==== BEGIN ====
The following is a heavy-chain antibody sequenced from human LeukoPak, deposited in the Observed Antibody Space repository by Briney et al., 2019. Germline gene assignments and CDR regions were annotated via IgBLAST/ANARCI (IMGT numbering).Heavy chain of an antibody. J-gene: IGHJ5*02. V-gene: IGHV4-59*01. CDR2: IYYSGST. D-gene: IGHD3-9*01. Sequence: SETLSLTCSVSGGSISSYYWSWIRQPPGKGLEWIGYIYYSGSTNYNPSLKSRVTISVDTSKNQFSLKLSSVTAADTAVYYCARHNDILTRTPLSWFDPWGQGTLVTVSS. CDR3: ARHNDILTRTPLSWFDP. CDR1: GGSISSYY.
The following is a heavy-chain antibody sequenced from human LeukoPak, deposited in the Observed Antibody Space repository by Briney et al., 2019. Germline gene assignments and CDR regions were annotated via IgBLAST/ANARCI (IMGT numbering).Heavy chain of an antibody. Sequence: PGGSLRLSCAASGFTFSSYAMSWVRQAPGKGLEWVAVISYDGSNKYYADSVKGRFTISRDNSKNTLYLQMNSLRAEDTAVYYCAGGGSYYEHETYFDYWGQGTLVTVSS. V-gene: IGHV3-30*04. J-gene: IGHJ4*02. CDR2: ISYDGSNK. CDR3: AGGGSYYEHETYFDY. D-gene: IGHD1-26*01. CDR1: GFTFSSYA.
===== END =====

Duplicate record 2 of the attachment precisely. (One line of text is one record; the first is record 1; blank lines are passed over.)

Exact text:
The following is a heavy-chain antibody sequenced from human LeukoPak, deposited in the Observed Antibody Space repository by Briney et al., 2019. Germline gene assignments and CDR regions were annotated via IgBLAST/ANARCI (IMGT numbering).Heavy chain of an antibody. Sequence: PGGSLRLSCAASGFTFSSYAMSWVRQAPGKGLEWVAVISYDGSNKYYADSVKGRFTISRDNSKNTLYLQMNSLRAEDTAVYYCAGGGSYYEHETYFDYWGQGTLVTVSS. V-gene: IGHV3-30*04. J-gene: IGHJ4*02. CDR2: ISYDGSNK. CDR3: AGGGSYYEHETYFDY. D-gene: IGHD1-26*01. CDR1: GFTFSSYA.